Alice Anderson

Alice Anderson


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Louise Popple

Louise Popple

Senior Professional Support Lawyer

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Alice Anderson

Alice Anderson


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Louise Popple

Louise Popple

Senior Professional Support Lawyer

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18. Dezember 2020

Brands update - December 2020 – 1 von 3 Insights

Commission reveals new IP Action Plan: Changes for designs, GIs, data and more

  • Briefing

Following the publication of the New EU Industrial Strategy in March 2020, the European Commission has published a new Action Plan on Intellectual Property (IP), alongside proposals for modernising the EU design system and expanding the geographical indication (GI) system.

These ambitious proposals promise a number of regulatory changes in the IP sphere in the coming years. We discuss the key elements of the proposals below.

The Commission promises action

On 25 November 2020 the European Commission published its Action Plan on IP. The document sets out extensive proposals on improving the protection of IP, boosting the uptake of IP by SMEs, facilitating the sharing of IP, improving IP enforcement and promoting a global level playing field in the EU. It also champions the need to address the technological revolution.

Among the items being considered in the plan are:

  • Modernising the EU design system (see below), strengthening and expanding the geographical indication (GI) system (see below), reviewing the Database directive and clarifying the use of the Trade Secrets directive.
  • Clarifying and upgrading the rules governing responsibilities of online platforms as regards illegal content through the Digital Services Act (the DSA).
  • A number of proposals to boost the uptake of IP by SMEs including facilitating the sharing of IP in times of crisis.
  • Various initiatives to fight counterfeiting and piracy, including strengthening the powers of various authorities.
  • Considering the impact of new technologies on the IP system.

The elements of the Plan will be fleshed out in the coming year. Already, the Commission has started to indicate what this might mean for designs and GIs and has published a first draft of the DSA. It bodes for a busy period for those in the IP sphere.

What's next for EU Design law?

The EU has completed its evaluation of the EU designs system. While it concludes that the system is broadly fit for purpose, it has identified a number of areas in need of modernisation. A proposal to modernise the system will follow. Key findings of the evaluation are:

  • There is uncertainty about the way current design law interacts with the law on trade marks and copyright.
  • The market for spare parts is fragmented due to partial harmonisation.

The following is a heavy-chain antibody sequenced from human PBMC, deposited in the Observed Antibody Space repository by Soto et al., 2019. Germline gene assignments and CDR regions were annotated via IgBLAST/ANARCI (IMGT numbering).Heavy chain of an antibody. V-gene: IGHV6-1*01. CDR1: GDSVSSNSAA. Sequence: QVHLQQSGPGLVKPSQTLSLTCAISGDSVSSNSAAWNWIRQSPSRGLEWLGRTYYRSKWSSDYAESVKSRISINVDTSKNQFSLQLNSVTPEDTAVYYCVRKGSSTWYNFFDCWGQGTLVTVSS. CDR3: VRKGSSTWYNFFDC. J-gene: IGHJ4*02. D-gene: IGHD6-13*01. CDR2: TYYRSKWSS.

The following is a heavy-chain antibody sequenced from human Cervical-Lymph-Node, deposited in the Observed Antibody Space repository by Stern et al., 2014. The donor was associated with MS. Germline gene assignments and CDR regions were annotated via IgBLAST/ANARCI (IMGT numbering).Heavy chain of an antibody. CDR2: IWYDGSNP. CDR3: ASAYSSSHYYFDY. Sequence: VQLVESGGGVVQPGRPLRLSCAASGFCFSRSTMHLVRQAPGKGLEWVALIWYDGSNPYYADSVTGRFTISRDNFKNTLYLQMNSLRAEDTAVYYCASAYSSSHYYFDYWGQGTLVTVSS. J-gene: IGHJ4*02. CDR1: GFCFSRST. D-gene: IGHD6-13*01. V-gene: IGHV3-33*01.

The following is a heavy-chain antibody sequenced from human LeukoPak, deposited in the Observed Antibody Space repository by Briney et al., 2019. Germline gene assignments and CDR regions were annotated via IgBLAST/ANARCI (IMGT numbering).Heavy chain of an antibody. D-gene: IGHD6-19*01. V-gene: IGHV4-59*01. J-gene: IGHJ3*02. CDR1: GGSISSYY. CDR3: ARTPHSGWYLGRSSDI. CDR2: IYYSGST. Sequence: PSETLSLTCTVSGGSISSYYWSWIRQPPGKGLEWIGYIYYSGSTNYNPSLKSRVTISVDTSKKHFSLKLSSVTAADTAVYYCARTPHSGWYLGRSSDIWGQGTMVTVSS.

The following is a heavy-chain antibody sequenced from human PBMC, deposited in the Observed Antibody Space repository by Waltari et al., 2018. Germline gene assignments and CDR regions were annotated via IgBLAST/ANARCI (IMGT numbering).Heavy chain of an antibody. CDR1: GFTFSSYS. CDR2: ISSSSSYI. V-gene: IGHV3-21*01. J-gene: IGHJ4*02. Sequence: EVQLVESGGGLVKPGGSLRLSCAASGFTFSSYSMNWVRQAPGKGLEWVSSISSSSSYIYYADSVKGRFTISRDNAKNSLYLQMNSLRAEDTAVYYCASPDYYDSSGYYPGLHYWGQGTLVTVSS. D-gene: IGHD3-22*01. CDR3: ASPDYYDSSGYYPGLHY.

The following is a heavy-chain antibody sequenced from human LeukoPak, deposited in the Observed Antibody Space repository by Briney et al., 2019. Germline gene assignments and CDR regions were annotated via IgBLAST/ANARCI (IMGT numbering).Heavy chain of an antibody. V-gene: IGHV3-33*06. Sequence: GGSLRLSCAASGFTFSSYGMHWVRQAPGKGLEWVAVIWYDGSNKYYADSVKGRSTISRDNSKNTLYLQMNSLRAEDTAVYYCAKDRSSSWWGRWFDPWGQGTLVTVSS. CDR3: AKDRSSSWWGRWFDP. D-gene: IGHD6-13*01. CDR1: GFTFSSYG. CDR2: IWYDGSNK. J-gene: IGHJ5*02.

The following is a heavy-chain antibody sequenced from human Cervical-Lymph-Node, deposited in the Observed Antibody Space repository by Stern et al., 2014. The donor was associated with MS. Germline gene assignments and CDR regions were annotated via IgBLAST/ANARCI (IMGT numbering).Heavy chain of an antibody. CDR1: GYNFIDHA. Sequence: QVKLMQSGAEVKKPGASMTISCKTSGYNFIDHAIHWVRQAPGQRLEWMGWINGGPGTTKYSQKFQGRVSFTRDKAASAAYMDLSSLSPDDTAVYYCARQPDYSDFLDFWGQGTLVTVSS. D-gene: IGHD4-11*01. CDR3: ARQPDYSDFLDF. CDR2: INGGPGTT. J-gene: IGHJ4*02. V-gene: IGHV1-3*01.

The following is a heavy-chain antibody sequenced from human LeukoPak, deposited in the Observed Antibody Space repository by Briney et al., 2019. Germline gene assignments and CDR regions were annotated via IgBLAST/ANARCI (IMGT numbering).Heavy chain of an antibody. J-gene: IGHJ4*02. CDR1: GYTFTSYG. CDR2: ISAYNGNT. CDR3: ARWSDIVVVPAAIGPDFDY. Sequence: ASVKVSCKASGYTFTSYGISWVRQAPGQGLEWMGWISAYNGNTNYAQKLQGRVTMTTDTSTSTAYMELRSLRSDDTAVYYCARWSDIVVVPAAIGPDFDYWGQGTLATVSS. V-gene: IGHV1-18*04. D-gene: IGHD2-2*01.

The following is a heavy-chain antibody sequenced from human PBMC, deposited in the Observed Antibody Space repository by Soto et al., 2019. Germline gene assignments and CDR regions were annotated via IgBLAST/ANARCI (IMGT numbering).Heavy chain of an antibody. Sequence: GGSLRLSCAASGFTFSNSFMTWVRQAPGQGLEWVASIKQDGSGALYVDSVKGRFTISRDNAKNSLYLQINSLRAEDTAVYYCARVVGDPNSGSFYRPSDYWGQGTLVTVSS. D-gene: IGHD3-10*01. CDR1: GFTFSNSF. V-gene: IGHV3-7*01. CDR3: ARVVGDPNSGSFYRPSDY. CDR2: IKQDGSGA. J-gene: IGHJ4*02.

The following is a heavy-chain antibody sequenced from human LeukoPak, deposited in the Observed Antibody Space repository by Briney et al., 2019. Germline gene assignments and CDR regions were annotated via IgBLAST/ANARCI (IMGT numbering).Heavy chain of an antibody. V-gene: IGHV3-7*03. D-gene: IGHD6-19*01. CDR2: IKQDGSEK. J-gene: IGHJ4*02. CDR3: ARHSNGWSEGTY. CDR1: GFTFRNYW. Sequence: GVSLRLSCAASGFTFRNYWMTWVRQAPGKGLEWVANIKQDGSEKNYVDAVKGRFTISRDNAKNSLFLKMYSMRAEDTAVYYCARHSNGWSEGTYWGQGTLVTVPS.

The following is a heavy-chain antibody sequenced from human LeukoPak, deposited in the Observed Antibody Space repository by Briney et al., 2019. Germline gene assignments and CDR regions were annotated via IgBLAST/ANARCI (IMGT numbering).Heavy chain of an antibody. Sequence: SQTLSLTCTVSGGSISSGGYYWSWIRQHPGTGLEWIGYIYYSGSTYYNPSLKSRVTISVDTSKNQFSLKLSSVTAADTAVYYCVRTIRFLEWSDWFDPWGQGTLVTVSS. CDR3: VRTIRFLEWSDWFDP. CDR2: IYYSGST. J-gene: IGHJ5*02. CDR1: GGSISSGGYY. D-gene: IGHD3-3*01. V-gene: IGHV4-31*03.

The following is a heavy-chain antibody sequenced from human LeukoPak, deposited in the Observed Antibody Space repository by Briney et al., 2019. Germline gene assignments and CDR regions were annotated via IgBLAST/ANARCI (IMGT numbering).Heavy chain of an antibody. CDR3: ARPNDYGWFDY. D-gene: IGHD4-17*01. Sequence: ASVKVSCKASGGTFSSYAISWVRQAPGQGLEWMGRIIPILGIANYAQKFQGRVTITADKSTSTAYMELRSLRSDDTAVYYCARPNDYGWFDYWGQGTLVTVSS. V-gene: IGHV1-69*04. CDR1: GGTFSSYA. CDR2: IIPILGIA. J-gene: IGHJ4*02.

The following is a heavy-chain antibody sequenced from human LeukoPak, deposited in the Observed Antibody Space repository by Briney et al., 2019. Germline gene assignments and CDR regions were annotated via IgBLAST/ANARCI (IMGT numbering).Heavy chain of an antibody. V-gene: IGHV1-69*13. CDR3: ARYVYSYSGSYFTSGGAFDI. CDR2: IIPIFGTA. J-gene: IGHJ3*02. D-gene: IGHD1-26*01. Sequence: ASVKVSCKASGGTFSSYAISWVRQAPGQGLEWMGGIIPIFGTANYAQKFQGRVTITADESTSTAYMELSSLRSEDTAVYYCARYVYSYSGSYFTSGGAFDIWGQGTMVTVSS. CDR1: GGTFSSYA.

• Design legislation needs to be adapted to support the twin digital and green transitions underway – eg there are uncertainties regarding the possibility to protect graphical user interfaces and icons as designs as well as dynamic views of designs, and on the scope of protection for 3D printed designs.
  • The system needs to become substantially more accessible and efficient for industries, SMEs and individual designers.
  • In particular, there is lack of clarity and robustness on certain key elements of design protection (subject matter, scope of rights and limitations), outdated or overly complicated procedures, and inappropriate fee levels and fee structures.

Expanding the GI system to handicraft and other products

A GI is a sign used to indicate that a product has a specific geographical origin and possesses a certain reputation or qualities due to that place of origin. Protected GIs can only be used by those from the area which manufacture the product in question in a prescribed way. Champagne is a well-known example of a GI.

For several years, the EU has been considering extending GI protection to non-agricultural products. Currently such protection is only provided for agricultural products and foodstuffs, wines, and spirit drinks. In line with this, the Commission has recently published a proposal for a regulation on GIs for non-agricultural products. The proposal is open for consultation for four weeks – until 28 December 2020 – with adoption of a new regulation planned for the fourth quarter of 2021. 

The main policy options under consideration at this stage are: 

  • Do nothing.
  • Voluntary measures to establish protection for non-agricultural products at national EU Member State level.
  • Harmonise national protection systems for GIs for non-agricultural products.
  • Create a single protection system for non-agricultural products based on a sui generis IP right at EU level.
  • Reform the trade mark system so as to accommodate producers’ need to market their products as guaranteeing a certain quality linked to their geographical origin – eg on the basis of certification or collective trademarks.

The stated aims of the new regulation are many-fold including to improve competitiveness and curb unfair competition, retain unique skills, preserve economic activities and skilled jobs in often less-developed rural regions, and provide reliable information on authentic geographically linked products for consumers.

Find out more

Please get in touch with your usual Taylor Wessing contact if you would like to comment on the proposal. We will be writing on all the above initiatives in more detail in the new year.

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